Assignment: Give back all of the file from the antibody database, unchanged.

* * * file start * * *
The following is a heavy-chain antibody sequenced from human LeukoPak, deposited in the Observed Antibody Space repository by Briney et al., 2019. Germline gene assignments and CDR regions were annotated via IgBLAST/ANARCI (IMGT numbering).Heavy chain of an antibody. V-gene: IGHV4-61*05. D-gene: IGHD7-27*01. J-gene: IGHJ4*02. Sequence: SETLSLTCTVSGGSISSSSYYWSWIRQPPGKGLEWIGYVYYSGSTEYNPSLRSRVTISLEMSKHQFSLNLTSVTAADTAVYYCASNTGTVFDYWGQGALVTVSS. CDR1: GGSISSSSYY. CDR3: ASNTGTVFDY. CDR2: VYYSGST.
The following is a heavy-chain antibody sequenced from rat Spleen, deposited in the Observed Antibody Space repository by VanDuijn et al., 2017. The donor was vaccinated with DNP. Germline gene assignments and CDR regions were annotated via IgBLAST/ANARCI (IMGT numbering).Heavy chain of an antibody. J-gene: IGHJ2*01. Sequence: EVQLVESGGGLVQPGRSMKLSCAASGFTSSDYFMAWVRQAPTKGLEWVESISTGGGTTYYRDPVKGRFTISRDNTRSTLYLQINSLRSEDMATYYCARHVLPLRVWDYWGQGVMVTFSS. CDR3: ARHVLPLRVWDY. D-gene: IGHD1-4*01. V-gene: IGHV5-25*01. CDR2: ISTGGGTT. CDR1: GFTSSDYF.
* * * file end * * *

The following is a heavy-chain antibody sequenced from human LeukoPak, deposited in the Observed Antibody Space repository by Briney et al., 2019. Germline gene assignments and CDR regions were annotated via IgBLAST/ANARCI (IMGT numbering).Heavy chain of an antibody. V-gene: IGHV4-61*05. D-gene: IGHD7-27*01. J-gene: IGHJ4*02. Sequence: SETLSLTCTVSGGSISSSSYYWSWIRQPPGKGLEWIGYVYYSGSTEYNPSLRSRVTISLEMSKHQFSLNLTSVTAADTAVYYCASNTGTVFDYWGQGALVTVSS. CDR1: GGSISSSSYY. CDR3: ASNTGTVFDY. CDR2: VYYSGST.
The following is a heavy-chain antibody sequenced from rat Spleen, deposited in the Observed Antibody Space repository by VanDuijn et al., 2017. The donor was vaccinated with DNP. Germline gene assignments and CDR regions were annotated via IgBLAST/ANARCI (IMGT numbering).Heavy chain of an antibody. J-gene: IGHJ2*01. Sequence: EVQLVESGGGLVQPGRSMKLSCAASGFTSSDYFMAWVRQAPTKGLEWVESISTGGGTTYYRDPVKGRFTISRDNTRSTLYLQINSLRSEDMATYYCARHVLPLRVWDYWGQGVMVTFSS. CDR3: ARHVLPLRVWDY. D-gene: IGHD1-4*01. V-gene: IGHV5-25*01. CDR2: ISTGGGTT. CDR1: GFTSSDYF.